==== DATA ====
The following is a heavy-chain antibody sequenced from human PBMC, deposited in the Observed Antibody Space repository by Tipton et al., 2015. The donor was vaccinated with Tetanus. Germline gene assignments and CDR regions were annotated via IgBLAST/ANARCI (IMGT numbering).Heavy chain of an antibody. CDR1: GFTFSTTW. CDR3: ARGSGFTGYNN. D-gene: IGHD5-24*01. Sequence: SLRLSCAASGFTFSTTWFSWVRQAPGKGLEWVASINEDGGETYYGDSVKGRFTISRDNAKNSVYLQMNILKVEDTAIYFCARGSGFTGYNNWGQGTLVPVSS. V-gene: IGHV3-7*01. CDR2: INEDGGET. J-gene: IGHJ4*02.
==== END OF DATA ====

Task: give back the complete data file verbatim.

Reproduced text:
The following is a heavy-chain antibody sequenced from human PBMC, deposited in the Observed Antibody Space repository by Tipton et al., 2015. The donor was vaccinated with Tetanus. Germline gene assignments and CDR regions were annotated via IgBLAST/ANARCI (IMGT numbering).Heavy chain of an antibody. CDR1: GFTFSTTW. CDR3: ARGSGFTGYNN. D-gene: IGHD5-24*01. Sequence: SLRLSCAASGFTFSTTWFSWVRQAPGKGLEWVASINEDGGETYYGDSVKGRFTISRDNAKNSVYLQMNILKVEDTAIYFCARGSGFTGYNNWGQGTLVPVSS. V-gene: IGHV3-7*01. CDR2: INEDGGET. J-gene: IGHJ4*02.